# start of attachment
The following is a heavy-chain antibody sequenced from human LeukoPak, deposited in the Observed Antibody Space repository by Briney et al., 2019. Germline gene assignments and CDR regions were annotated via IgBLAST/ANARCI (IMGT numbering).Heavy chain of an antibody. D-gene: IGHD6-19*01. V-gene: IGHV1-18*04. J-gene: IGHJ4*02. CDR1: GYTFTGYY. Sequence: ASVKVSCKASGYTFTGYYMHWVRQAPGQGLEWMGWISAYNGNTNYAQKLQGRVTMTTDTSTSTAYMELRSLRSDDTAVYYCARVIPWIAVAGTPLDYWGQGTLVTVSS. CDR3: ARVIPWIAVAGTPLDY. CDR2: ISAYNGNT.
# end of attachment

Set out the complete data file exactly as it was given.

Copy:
The following is a heavy-chain antibody sequenced from human LeukoPak, deposited in the Observed Antibody Space repository by Briney et al., 2019. Germline gene assignments and CDR regions were annotated via IgBLAST/ANARCI (IMGT numbering).Heavy chain of an antibody. D-gene: IGHD6-19*01. V-gene: IGHV1-18*04. J-gene: IGHJ4*02. CDR1: GYTFTGYY. Sequence: ASVKVSCKASGYTFTGYYMHWVRQAPGQGLEWMGWISAYNGNTNYAQKLQGRVTMTTDTSTSTAYMELRSLRSDDTAVYYCARVIPWIAVAGTPLDYWGQGTLVTVSS. CDR3: ARVIPWIAVAGTPLDY. CDR2: ISAYNGNT.